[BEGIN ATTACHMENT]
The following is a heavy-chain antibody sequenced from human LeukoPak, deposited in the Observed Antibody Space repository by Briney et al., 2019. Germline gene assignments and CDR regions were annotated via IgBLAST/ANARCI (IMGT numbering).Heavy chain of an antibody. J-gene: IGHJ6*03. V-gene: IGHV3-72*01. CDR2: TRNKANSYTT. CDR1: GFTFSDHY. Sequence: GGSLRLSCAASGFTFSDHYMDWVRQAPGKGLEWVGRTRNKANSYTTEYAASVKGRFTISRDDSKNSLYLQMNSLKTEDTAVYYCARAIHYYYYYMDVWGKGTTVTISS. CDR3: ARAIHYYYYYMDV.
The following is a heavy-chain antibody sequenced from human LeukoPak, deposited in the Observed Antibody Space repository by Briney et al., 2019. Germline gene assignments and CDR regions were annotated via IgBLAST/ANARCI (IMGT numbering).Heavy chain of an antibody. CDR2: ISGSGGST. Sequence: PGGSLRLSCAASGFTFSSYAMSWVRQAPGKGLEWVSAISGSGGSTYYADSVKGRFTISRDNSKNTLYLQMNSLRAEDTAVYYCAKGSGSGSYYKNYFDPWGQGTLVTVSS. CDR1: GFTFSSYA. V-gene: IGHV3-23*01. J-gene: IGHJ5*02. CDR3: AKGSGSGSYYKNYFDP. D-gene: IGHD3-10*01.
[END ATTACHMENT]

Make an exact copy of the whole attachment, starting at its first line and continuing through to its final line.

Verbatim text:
The following is a heavy-chain antibody sequenced from human LeukoPak, deposited in the Observed Antibody Space repository by Briney et al., 2019. Germline gene assignments and CDR regions were annotated via IgBLAST/ANARCI (IMGT numbering).Heavy chain of an antibody. J-gene: IGHJ6*03. V-gene: IGHV3-72*01. CDR2: TRNKANSYTT. CDR1: GFTFSDHY. Sequence: GGSLRLSCAASGFTFSDHYMDWVRQAPGKGLEWVGRTRNKANSYTTEYAASVKGRFTISRDDSKNSLYLQMNSLKTEDTAVYYCARAIHYYYYYMDVWGKGTTVTISS. CDR3: ARAIHYYYYYMDV.
The following is a heavy-chain antibody sequenced from human LeukoPak, deposited in the Observed Antibody Space repository by Briney et al., 2019. Germline gene assignments and CDR regions were annotated via IgBLAST/ANARCI (IMGT numbering).Heavy chain of an antibody. CDR2: ISGSGGST. Sequence: PGGSLRLSCAASGFTFSSYAMSWVRQAPGKGLEWVSAISGSGGSTYYADSVKGRFTISRDNSKNTLYLQMNSLRAEDTAVYYCAKGSGSGSYYKNYFDPWGQGTLVTVSS. CDR1: GFTFSSYA. V-gene: IGHV3-23*01. J-gene: IGHJ5*02. CDR3: AKGSGSGSYYKNYFDP. D-gene: IGHD3-10*01.